The Trades Union Congress (TUC) has expressed concern over some provisions of the commercial agreement between the government and Lonrho, provisions which the union says can lead to the payment of judgement debt in the future.
It has, therefore, intensified its campaign for the government to review portions of the Atuabo Free Port Commercial Agreement.
In an interview with the Daily Graphic yesterday, the Secretary General of the TUC, Mr Kofi Asamoah, said the exclusivity provisions in the agreement clearly outlined road maps to tie the government into facilitating financing for the project.
With the exclusivity clause, he said, the developer, Lonrho, would operate the free port with tax exemption for 25 years, with further extension rights for another 25 years.
Consequently, the development of any such facility in future by the government and its affiliated bodies would require the express permission of Lonrho.
Clause 12.4 of the agreement states: ‘The GoG shall extend the necessary co-operation and use its reasonable efforts to facilitate the developer in its efforts to arrange financing for the project and any additional project as necessary, including by entering into direct agreements.”
That clause, according to Mr Asamoah, committed the government to seeking funding for the project and that could be a potential source of judgement debt to the developer should the government renege on it.
Clause 8.6.2 states: “If the Developer Effective Date is not achieved by the Longstop Date, or waived in accordance with Clause 8.5, this agreement shall terminate and no party shall have any claim against any other party, except in respect of accrued obligations and liabilities.”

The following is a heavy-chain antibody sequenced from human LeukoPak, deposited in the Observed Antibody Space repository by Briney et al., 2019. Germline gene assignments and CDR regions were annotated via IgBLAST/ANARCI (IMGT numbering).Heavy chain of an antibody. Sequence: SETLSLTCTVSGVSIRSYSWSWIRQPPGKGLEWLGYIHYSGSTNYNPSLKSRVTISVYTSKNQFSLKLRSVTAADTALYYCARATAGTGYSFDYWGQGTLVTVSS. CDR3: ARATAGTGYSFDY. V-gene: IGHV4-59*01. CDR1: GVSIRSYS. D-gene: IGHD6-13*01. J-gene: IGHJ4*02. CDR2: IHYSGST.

That clause, Mr Asamoah said, provided a framework for the developer to demand payment for debts and liabilities incurred within the period that it was unable to carry out the project.
‘In our view, it is wrong for the company to be given a free port status and be placed under the Free Zones Board,’ Mr Asamoah opined.
‘Ports are supposed to be planned, built and managed before they could be declared free ports,’ he added.
Security and national sovereignty
Mr Asamoah further emphasised that organised labour still maintained its stance that the project undermined national sovereignty.
‘The nation cannot afford to trade off its security and sovereignty for a controversial project such as the Atuabo Free Port,’ he indicated.
He wondered why Parliament, through one of its select committees, failed to carry out due diligence on the agreement, even after organised labour had pointed out the entrenched positions which put the country at a disadvantage.
The government, he said, had not undertaken a comprehensive study of the negative environmental and social consequences of the project, which might outstrip the financial benefits.
‘Why the haste to ratify the agreement when the financing and government’s financial contributions to the project were ambiguous,’ Mr Asamoah asked.
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